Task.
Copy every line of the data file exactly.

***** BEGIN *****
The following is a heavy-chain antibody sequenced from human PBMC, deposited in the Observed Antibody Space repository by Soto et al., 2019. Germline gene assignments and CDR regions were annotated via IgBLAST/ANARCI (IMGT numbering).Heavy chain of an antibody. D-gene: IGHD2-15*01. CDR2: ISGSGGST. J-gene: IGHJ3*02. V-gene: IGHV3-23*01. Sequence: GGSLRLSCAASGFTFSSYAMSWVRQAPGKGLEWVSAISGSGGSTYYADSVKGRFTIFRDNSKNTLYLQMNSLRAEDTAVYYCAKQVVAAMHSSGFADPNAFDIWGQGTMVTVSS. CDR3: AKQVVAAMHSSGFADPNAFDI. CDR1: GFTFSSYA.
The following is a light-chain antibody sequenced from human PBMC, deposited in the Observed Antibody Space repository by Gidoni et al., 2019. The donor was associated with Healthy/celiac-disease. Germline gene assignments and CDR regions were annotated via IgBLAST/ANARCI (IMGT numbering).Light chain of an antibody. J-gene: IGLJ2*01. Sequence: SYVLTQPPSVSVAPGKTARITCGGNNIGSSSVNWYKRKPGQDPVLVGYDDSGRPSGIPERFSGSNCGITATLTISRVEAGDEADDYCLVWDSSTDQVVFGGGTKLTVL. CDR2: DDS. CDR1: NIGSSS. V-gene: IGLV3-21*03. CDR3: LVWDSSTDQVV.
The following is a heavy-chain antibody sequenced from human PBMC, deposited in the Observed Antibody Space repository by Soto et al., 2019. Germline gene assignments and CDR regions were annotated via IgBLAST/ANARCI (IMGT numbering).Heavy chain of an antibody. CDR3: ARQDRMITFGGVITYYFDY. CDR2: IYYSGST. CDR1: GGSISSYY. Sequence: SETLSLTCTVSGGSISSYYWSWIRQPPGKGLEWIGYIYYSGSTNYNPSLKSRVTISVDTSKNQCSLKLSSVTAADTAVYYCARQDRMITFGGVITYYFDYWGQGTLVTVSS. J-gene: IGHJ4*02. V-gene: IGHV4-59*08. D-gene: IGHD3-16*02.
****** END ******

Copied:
The following is a heavy-chain antibody sequenced from human PBMC, deposited in the Observed Antibody Space repository by Soto et al., 2019. Germline gene assignments and CDR regions were annotated via IgBLAST/ANARCI (IMGT numbering).Heavy chain of an antibody. D-gene: IGHD2-15*01. CDR2: ISGSGGST. J-gene: IGHJ3*02. V-gene: IGHV3-23*01. Sequence: GGSLRLSCAASGFTFSSYAMSWVRQAPGKGLEWVSAISGSGGSTYYADSVKGRFTIFRDNSKNTLYLQMNSLRAEDTAVYYCAKQVVAAMHSSGFADPNAFDIWGQGTMVTVSS. CDR3: AKQVVAAMHSSGFADPNAFDI. CDR1: GFTFSSYA.
The following is a light-chain antibody sequenced from human PBMC, deposited in the Observed Antibody Space repository by Gidoni et al., 2019. The donor was associated with Healthy/celiac-disease. Germline gene assignments and CDR regions were annotated via IgBLAST/ANARCI (IMGT numbering).Light chain of an antibody. J-gene: IGLJ2*01. Sequence: SYVLTQPPSVSVAPGKTARITCGGNNIGSSSVNWYKRKPGQDPVLVGYDDSGRPSGIPERFSGSNCGITATLTISRVEAGDEADDYCLVWDSSTDQVVFGGGTKLTVL. CDR2: DDS. CDR1: NIGSSS. V-gene: IGLV3-21*03. CDR3: LVWDSSTDQVV.
The following is a heavy-chain antibody sequenced from human PBMC, deposited in the Observed Antibody Space repository by Soto et al., 2019. Germline gene assignments and CDR regions were annotated via IgBLAST/ANARCI (IMGT numbering).Heavy chain of an antibody. CDR3: ARQDRMITFGGVITYYFDY. CDR2: IYYSGST. CDR1: GGSISSYY. Sequence: SETLSLTCTVSGGSISSYYWSWIRQPPGKGLEWIGYIYYSGSTNYNPSLKSRVTISVDTSKNQCSLKLSSVTAADTAVYYCARQDRMITFGGVITYYFDYWGQGTLVTVSS. J-gene: IGHJ4*02. V-gene: IGHV4-59*08. D-gene: IGHD3-16*02.